The English here often make cynical strictures upon the manner of American warfare upon both sides. They cannot understand, for instance, why Beauregard didn't seize upon Washington after the battle of Bull Run, when from this stand point it seems that a few regiments could have seized it, and with it attached Maryland to the Southern Confederacy, and dictated peace as the price of salvation for. Philadelphia and New York. On the other side they cannot see why Butler, when he had conquered the way into the vast inland seas of North Carolina, hadn't followed up his advantages upon the country laid at his mercy. They seem to think that both stopped at the very time when the way was open for going on — and I must confess myself equally thick-headed.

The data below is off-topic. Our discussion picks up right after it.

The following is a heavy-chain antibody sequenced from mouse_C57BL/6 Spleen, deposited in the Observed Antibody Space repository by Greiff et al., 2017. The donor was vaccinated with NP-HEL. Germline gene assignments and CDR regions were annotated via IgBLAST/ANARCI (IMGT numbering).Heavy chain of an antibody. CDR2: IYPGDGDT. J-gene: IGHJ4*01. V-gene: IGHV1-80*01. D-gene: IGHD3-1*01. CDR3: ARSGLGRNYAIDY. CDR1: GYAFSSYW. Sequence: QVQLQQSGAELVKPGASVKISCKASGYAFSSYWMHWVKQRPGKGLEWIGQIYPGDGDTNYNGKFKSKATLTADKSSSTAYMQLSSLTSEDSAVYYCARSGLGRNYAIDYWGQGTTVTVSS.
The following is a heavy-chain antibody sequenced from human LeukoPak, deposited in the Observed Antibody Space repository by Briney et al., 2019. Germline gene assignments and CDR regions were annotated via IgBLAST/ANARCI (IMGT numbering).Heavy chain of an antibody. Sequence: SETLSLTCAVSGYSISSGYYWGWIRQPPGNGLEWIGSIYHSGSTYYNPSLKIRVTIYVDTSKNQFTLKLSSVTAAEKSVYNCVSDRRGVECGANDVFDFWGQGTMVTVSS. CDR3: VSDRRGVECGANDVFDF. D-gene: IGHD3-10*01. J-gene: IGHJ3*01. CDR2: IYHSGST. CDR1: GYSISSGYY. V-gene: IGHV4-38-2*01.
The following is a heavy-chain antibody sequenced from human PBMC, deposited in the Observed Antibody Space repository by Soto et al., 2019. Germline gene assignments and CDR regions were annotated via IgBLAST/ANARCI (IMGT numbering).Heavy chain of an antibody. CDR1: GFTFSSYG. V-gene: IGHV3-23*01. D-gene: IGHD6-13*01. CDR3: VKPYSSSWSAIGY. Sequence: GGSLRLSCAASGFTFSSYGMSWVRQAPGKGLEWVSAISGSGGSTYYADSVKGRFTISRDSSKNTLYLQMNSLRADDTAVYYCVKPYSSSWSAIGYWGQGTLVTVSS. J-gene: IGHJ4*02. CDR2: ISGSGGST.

I might perhaps give you some interesting notes of this mighty ‘"heart of the universe,"’ but time forbids. When there is so much to write about, it would fill a book to begin — for as I write to-night, within a circle of ten miles radians, exist something more than twice the population of the entire State of Virginia, ‘"contraband"’ and all. I have taken notes of many things here and elsewhere, in Europe, and some day may ‘" presidium."’ If i do not start on my return via the next available steamer, I may endeavor to let you hear from me again. I am working, and arm willing that work to be judged by its fruits H.